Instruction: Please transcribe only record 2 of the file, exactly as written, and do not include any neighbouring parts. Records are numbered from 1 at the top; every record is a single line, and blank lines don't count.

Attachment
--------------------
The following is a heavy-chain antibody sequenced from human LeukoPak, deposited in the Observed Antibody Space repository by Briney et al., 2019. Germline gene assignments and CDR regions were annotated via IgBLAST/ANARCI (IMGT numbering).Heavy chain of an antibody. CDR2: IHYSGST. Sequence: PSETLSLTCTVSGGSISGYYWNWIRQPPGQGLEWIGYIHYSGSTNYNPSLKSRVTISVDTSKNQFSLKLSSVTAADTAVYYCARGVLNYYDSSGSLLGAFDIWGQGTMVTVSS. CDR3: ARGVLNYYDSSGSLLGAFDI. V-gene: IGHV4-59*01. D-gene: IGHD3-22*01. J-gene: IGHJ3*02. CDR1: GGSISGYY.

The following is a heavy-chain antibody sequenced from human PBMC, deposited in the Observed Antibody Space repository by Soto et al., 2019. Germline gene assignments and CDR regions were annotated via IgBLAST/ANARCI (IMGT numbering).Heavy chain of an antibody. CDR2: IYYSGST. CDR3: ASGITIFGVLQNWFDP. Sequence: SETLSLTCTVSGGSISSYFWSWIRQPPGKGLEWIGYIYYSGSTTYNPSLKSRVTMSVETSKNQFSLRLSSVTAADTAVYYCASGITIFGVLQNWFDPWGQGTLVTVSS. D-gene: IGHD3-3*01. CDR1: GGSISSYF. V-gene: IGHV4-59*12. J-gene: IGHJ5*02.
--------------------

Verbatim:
The following is a heavy-chain antibody sequenced from human PBMC, deposited in the Observed Antibody Space repository by Soto et al., 2019. Germline gene assignments and CDR regions were annotated via IgBLAST/ANARCI (IMGT numbering).Heavy chain of an antibody. CDR2: IYYSGST. CDR3: ASGITIFGVLQNWFDP. Sequence: SETLSLTCTVSGGSISSYFWSWIRQPPGKGLEWIGYIYYSGSTTYNPSLKSRVTMSVETSKNQFSLRLSSVTAADTAVYYCASGITIFGVLQNWFDPWGQGTLVTVSS. D-gene: IGHD3-3*01. CDR1: GGSISSYF. V-gene: IGHV4-59*12. J-gene: IGHJ5*02.